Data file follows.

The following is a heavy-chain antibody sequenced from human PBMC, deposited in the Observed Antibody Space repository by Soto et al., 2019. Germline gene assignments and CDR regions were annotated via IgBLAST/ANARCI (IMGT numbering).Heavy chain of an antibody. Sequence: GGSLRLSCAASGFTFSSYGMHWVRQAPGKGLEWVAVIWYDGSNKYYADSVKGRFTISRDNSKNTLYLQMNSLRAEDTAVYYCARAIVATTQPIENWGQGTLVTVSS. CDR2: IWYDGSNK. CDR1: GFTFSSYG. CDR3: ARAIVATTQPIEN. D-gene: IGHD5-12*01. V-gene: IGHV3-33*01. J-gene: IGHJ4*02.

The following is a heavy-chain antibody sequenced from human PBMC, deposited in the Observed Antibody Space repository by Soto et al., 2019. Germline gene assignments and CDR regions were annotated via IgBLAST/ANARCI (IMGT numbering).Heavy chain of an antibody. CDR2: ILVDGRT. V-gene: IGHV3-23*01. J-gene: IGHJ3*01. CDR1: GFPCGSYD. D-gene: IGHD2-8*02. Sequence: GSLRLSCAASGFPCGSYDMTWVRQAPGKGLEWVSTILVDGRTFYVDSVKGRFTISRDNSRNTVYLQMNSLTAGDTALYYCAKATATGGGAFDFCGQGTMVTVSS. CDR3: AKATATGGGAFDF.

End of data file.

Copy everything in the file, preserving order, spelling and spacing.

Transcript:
The following is a heavy-chain antibody sequenced from human PBMC, deposited in the Observed Antibody Space repository by Soto et al., 2019. Germline gene assignments and CDR regions were annotated via IgBLAST/ANARCI (IMGT numbering).Heavy chain of an antibody. Sequence: GGSLRLSCAASGFTFSSYGMHWVRQAPGKGLEWVAVIWYDGSNKYYADSVKGRFTISRDNSKNTLYLQMNSLRAEDTAVYYCARAIVATTQPIENWGQGTLVTVSS. CDR2: IWYDGSNK. CDR1: GFTFSSYG. CDR3: ARAIVATTQPIEN. D-gene: IGHD5-12*01. V-gene: IGHV3-33*01. J-gene: IGHJ4*02.

The following is a heavy-chain antibody sequenced from human PBMC, deposited in the Observed Antibody Space repository by Soto et al., 2019. Germline gene assignments and CDR regions were annotated via IgBLAST/ANARCI (IMGT numbering).Heavy chain of an antibody. CDR2: ILVDGRT. V-gene: IGHV3-23*01. J-gene: IGHJ3*01. CDR1: GFPCGSYD. D-gene: IGHD2-8*02. Sequence: GSLRLSCAASGFPCGSYDMTWVRQAPGKGLEWVSTILVDGRTFYVDSVKGRFTISRDNSRNTVYLQMNSLTAGDTALYYCAKATATGGGAFDFCGQGTMVTVSS. CDR3: AKATATGGGAFDF.